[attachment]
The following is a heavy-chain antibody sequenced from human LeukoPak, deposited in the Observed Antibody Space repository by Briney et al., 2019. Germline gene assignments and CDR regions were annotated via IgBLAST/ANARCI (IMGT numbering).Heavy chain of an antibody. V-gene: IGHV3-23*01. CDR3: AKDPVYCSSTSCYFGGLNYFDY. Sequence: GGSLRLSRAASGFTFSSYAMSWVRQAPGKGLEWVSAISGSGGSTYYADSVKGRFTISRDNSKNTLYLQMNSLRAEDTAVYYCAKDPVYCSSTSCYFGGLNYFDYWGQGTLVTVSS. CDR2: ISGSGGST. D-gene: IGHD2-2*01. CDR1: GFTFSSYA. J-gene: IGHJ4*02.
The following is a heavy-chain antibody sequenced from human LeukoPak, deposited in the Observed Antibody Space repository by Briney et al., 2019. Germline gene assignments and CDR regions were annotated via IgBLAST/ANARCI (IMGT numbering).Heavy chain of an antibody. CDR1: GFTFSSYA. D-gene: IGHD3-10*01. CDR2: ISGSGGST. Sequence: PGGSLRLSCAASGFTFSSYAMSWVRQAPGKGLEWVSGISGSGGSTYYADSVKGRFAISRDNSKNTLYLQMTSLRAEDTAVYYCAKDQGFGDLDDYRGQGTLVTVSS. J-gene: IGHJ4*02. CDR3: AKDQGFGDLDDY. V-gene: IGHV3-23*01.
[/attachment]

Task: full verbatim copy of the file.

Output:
The following is a heavy-chain antibody sequenced from human LeukoPak, deposited in the Observed Antibody Space repository by Briney et al., 2019. Germline gene assignments and CDR regions were annotated via IgBLAST/ANARCI (IMGT numbering).Heavy chain of an antibody. V-gene: IGHV3-23*01. CDR3: AKDPVYCSSTSCYFGGLNYFDY. Sequence: GGSLRLSRAASGFTFSSYAMSWVRQAPGKGLEWVSAISGSGGSTYYADSVKGRFTISRDNSKNTLYLQMNSLRAEDTAVYYCAKDPVYCSSTSCYFGGLNYFDYWGQGTLVTVSS. CDR2: ISGSGGST. D-gene: IGHD2-2*01. CDR1: GFTFSSYA. J-gene: IGHJ4*02.
The following is a heavy-chain antibody sequenced from human LeukoPak, deposited in the Observed Antibody Space repository by Briney et al., 2019. Germline gene assignments and CDR regions were annotated via IgBLAST/ANARCI (IMGT numbering).Heavy chain of an antibody. CDR1: GFTFSSYA. D-gene: IGHD3-10*01. CDR2: ISGSGGST. Sequence: PGGSLRLSCAASGFTFSSYAMSWVRQAPGKGLEWVSGISGSGGSTYYADSVKGRFAISRDNSKNTLYLQMTSLRAEDTAVYYCAKDQGFGDLDDYRGQGTLVTVSS. J-gene: IGHJ4*02. CDR3: AKDQGFGDLDDY. V-gene: IGHV3-23*01.